Smith & Wesson Brands, Inc last week announced its financial results for the second quarter of fiscal year 2021 and the news was all good. 

The quarter, which ended Oct. 31, 2020, saw the completed spin-off from American Outdoor Brands who retained its outdoor products and accessories business, leaving the 168-year-old S&W to move forward with its own firearms products and associated M&P and Performance Center brands as well as Thompson/Center Arms, and suppressor-maker Gemtech.
The Second Quarter figures were sweet, including a 118.7 percent increase in quarterly net sales from $113.7 million to $248.7 million when compared to the same quarter from last year. Longarm sales more than doubled, climbing 217 percent to $76 million while handgun sales saw a more modest 98 percent growth to $161 million. The record-breaking financial performance gave S&W $49.1 million in net income, left them with $55.5 million of cash on hand, and zero bank debt-- in the same year that firearms giant Remington was broken up at bankruptcy auction. 

"Because of the hard work of our employees, who have been diligently following our safety protocols, we have been able to continue safely operating our business and, during these extremely difficult times when so many of our fellow Americans are out of work, we successfully created and filled 287 new jobs during our second quarter," said Mark Smith, President and Chief Executive Officer. "Along with our existing employees, our new team members played a critical role in achieving these record-breaking numbers."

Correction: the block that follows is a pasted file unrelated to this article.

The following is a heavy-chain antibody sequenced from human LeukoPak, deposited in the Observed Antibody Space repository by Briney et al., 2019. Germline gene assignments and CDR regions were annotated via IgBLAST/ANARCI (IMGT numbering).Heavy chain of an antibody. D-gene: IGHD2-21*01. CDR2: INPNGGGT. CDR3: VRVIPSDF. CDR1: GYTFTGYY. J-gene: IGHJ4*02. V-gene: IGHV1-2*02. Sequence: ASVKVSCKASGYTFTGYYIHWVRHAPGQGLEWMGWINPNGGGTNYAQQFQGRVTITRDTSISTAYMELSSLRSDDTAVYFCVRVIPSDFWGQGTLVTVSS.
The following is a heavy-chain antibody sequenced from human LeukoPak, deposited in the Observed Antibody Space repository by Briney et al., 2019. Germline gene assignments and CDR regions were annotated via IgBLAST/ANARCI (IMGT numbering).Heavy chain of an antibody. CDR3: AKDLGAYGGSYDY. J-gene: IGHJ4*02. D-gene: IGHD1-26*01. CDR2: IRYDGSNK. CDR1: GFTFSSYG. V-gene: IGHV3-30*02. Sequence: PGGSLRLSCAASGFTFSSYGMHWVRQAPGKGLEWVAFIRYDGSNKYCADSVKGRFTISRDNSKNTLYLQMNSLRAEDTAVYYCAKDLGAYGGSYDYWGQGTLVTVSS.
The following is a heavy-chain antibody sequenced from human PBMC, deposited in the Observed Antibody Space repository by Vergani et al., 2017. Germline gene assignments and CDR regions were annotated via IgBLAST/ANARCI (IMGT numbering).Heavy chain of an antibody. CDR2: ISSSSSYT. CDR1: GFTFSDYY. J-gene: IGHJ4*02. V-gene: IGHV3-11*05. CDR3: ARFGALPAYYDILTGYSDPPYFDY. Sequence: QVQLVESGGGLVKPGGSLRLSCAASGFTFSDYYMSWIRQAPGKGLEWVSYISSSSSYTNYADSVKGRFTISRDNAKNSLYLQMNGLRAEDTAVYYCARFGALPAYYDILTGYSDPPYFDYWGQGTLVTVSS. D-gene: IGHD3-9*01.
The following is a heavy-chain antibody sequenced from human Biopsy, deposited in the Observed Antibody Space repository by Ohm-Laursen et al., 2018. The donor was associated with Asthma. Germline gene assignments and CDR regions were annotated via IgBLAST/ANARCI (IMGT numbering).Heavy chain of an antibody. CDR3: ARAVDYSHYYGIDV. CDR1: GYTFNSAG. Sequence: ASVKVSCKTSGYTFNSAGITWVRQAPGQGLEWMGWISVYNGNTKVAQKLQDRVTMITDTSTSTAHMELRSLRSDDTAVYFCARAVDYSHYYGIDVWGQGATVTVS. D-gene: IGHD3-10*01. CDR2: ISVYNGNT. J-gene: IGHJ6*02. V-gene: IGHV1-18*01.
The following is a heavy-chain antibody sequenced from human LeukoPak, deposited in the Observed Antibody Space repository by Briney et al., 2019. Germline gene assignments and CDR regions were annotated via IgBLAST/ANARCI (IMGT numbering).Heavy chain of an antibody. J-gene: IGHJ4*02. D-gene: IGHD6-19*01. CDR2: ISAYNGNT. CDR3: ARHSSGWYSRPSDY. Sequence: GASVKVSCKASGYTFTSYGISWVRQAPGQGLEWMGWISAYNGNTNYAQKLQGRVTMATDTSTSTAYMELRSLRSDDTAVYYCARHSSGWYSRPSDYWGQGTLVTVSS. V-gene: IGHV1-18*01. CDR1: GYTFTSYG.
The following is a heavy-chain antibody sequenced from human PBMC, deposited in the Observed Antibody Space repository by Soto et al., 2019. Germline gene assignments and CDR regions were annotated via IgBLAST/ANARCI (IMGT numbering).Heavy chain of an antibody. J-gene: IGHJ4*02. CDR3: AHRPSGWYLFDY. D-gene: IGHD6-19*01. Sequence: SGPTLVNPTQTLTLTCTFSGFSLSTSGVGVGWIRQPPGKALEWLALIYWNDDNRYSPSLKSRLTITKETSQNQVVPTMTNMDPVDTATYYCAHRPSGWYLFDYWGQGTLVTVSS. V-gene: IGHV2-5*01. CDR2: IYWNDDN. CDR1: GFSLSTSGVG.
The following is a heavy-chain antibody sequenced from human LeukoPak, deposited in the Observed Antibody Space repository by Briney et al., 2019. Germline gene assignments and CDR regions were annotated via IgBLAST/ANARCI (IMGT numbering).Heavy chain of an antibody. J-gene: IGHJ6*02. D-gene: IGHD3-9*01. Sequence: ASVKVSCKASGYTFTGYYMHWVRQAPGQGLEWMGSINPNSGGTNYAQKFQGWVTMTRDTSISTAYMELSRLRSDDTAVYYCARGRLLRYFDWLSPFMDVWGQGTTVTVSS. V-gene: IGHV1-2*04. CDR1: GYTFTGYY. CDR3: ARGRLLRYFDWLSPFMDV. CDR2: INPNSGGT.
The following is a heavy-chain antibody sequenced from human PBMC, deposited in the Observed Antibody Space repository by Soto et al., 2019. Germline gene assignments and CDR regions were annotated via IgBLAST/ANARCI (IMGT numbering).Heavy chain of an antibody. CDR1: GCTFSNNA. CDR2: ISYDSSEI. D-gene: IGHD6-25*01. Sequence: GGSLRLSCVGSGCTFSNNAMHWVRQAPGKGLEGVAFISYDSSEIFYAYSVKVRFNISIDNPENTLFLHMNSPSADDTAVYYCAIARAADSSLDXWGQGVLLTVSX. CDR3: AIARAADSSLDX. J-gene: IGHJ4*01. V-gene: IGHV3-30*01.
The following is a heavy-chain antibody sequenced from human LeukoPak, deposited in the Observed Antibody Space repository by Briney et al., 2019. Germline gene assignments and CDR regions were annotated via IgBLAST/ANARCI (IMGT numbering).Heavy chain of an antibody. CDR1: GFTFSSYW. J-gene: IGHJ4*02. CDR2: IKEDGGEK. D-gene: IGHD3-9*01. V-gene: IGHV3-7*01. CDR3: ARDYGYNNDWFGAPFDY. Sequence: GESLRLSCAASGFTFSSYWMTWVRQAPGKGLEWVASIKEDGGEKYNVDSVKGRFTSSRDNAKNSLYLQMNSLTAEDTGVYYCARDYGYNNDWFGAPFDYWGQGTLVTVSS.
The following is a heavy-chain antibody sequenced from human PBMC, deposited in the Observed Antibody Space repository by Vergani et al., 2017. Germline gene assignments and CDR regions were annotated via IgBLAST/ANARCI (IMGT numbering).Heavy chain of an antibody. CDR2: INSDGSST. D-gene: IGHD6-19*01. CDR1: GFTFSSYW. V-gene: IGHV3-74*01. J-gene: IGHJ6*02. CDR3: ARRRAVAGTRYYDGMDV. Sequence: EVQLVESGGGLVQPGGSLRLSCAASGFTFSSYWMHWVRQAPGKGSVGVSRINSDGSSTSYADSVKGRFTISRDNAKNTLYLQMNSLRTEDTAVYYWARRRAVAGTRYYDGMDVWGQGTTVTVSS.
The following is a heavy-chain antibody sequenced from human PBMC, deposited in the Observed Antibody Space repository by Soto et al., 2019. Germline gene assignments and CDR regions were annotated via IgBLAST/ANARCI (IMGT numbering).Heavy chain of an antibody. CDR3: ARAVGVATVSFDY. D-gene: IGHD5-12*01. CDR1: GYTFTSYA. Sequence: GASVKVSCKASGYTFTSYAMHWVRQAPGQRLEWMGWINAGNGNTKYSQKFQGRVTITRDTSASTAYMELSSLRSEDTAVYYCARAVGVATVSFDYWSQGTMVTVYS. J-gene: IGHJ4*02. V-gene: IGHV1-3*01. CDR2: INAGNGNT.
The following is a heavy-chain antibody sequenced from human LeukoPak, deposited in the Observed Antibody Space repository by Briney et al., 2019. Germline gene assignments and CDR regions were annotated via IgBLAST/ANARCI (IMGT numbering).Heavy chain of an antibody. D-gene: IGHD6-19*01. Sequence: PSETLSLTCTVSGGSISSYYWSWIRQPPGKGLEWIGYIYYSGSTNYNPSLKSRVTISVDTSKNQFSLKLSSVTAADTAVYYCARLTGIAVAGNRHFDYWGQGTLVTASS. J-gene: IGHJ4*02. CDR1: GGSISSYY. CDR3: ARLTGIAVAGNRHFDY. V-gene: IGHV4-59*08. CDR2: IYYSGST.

As noted by The Motley Fool, the net sales data blew away analyst estimates, who had pegged S&W at hitting just $223 million in sales. The news of Big Blue's second record-setting quarter saw the company's publicly traded stock climb 5.2 percent to $15.91.

It should be noted that November's gun sales, based on point-of-sale background check figures, were the largest in the 21 years that the FBI has maintained records, up 45 percent from last year.

revolver barrel loading graphic